Attach you subload to your Catch Line with a designated locker, or if you are short of lockers, with a Mexican locker. Use Mexican lockers to attach subloads which you will not access every night, like your portaledge fly - save your lockers for the stuff you're grabbing every night, like your garbage bag

If you do not use a locker, you will lose your subload. This is not Big Wall Prophecy - this is Big Wall Fact.

It is possible to put more than one subload on each Catch Line - just remember to group like with like. For instance, I put my portaledge fly and portaledge bag on the same Catch Line, since I will likely not need to access either during the climb

Do not overload your Catch Lines! Make sure that you can easily lift each Catch Line with only one hand. Don't make things harder on yourself than you need to! Remember, it pays to be lazy

Your Wall Flower line, which is a designated Catch Line, does not need to be fancy perlon - cheapy quarter-inch cord from the hardware store will do fine

Typically you might use up to a half-dozen catch lines, approximately three per haul bag. It pays to separate them a bit as they twist around each other a bit in the wind

NEVER allow your lead rope or haul line to dangle beneath your pig - keep those loops under control at all times by using rope bags. If you happen to drop a loop beneath your load, you will quickly understand how Catch Lines got their name

Check your Catch Lines from time to time for abrasion. Mine have done over a dozen walls, and are just now looking like they need replacing


So quit doing things the Traditional (i.e. Stupid) Way, when you can do things the Better Way.

"Catch onto Catch Lines!"



Cheers,

Dr. Piton

[ This Message was edited by: passthepitonspete on 2003-01-08 19:51 ]


passthepitonspete


Jun 28, 2002, 8:49 AM
Post #2 of 17 (11672 views)
Shortcut

Registered: Oct 9, 2001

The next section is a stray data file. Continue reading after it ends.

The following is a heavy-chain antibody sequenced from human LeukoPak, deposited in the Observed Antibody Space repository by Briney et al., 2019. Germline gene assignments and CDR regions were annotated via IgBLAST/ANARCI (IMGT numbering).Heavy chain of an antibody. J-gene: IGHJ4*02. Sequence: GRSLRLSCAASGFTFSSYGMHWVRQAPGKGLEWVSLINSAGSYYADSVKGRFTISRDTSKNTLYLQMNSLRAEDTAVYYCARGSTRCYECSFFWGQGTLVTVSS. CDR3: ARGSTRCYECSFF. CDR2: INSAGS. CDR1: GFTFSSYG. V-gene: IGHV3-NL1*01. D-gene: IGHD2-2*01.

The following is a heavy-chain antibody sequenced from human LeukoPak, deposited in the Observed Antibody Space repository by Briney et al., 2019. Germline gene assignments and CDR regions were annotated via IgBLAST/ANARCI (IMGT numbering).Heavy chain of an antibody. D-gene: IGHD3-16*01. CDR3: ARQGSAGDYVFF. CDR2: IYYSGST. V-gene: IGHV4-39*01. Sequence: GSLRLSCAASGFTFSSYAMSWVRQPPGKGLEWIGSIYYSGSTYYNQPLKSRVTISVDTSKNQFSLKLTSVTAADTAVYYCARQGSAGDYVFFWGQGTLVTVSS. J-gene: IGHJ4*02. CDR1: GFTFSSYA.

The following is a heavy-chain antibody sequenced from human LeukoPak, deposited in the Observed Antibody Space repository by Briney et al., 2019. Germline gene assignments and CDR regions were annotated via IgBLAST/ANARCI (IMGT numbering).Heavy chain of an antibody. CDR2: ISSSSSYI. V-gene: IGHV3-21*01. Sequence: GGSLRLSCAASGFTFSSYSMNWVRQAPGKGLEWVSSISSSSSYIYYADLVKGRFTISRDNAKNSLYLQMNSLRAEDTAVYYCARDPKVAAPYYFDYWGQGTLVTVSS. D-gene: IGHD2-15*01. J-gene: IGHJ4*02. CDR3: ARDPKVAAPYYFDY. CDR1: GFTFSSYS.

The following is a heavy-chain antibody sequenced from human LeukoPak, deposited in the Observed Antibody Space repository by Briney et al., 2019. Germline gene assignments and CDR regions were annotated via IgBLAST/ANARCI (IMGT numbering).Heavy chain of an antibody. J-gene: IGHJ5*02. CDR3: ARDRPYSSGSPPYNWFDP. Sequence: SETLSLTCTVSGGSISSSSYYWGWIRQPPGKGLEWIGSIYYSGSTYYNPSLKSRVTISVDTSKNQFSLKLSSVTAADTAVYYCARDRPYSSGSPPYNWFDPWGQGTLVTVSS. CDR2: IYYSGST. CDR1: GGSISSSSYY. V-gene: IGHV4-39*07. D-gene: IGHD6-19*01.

Posts: 2183

Catch Onto Catch Lines! [In reply to]
Report this Post
Average: avg_1 avg_2 avg_3 avg_4 avg_5 (0 ratings)  
Can't Post

Hmm, you guys are pretty hungry, eh?

Sixty hits on an empty post...

So do tell: just how hungry ARE you?


taxexile


Jun 28, 2002, 8:58 AM
Post #3 of 17 (11672 views)
Shortcut

Registered: May 21, 2002
Posts: 97

Catch Onto Catch Lines! [In reply to]
Report this Post
Average: avg_1 avg_2 avg_3 avg_4 avg_5 (0 ratings)  
Can't Post

Pretty damn hungry - it's almost dinner time here in Blighty. Think I might have chicken salad tonight. Probably give the mayo a miss though.


verticallaw


Jun 28, 2002, 9:43 AM
Post #4 of 17 (11672 views)
Shortcut

Registered: Mar 20, 2002
Posts: 552

Catch Onto Catch Lines! [In reply to]
Report this Post
Average: avg_1 avg_2 avg_3 avg_4 avg_5 (0 ratings)  
Can't Post

common pete what's up in the new adventure of Dr. Piton! gotta be some new stories or are ya just racking up ego hits (just kidding) fill us in man

Oh and by the way I heard about your loss of pic's on the site. sucks man.... all that hard work.

Cheers
Mike


radistrad


Jun 28, 2002, 10:04 AM
Post #5 of 17 (11672 views)
Shortcut

Registered: Feb 25, 2002
Posts: 800

Catch Onto Catch Lines! [In reply to]
Report this Post
Average: avg_1 avg_2 avg_3 avg_4 avg_5 (0 ratings)  
Can't Post

PTPP
the only thing I am hungry for is quitting time at 2pm! I'm sure the rest of us looking at your blank post are in a similar boat as I.
We are frigging bored at work!


billcoe_


Jul 3, 2002, 9:25 PM
Post #6 of 17 (11672 views)
Shortcut

Registered: Jun 30, 2002
Posts: 4693

Catch Onto Catch Lines! [In reply to]
Report this Post
Average: avg_1 avg_2 avg_3 avg_4 avg_5 (0 ratings)  
Can't Post

Damn hungry!!!


MORE PETE!
MORE PETE!
MORE PETE!
MORE PETE!

BTW Pete, What IS the better way for connecting 2 ropes together for rappelling, asks one too lazy to go and find the answer which has probably been discussed ad-nauesum and beat to death already.


spiffdog


Jul 4, 2002, 12:13 PM
Post #7 of 17 (11672 views)
Shortcut

Registered: Apr 18, 2002
Posts: 59

Catch Onto Catch Lines! [In reply to]
Report this Post
Average: avg_1 avg_2 avg_3 avg_4 avg_5 (0 ratings)  
Can't Post

Any recommendations for bomber compression sacks? I have one set of Fish wall bags, but I was going to use those inside the pig. Are they suitable for external use or do you have another solution?

Incidentally, how do you keep the subloads out of offwidths and chimneys? Far-end haul perhaps?

Also, what kind of wall stove and coffee press are you using? Hope the insurance game is treating you well, at least as well as it can..

Spiff

[ This Message was edited by: spiffdog on 2002-07-04 12:22 ]


passthepitonspete


Jul 4, 2002, 1:47 PM
Post #8 of 17 (11672 views)
Shortcut

Registered: Oct 9, 2001
Posts: 2183

Catch Onto Catch Lines! [In reply to]
Report this Post
Average: avg_1 avg_2 avg_3 avg_4 avg_5 (0 ratings)  
Can't Post

I have a bunch of Fish bags, and they are The Shit, at least for inside the pig. I recommend you buy a bunch, in different sizes and colours, as they greatly simplify your clusterf*ck management.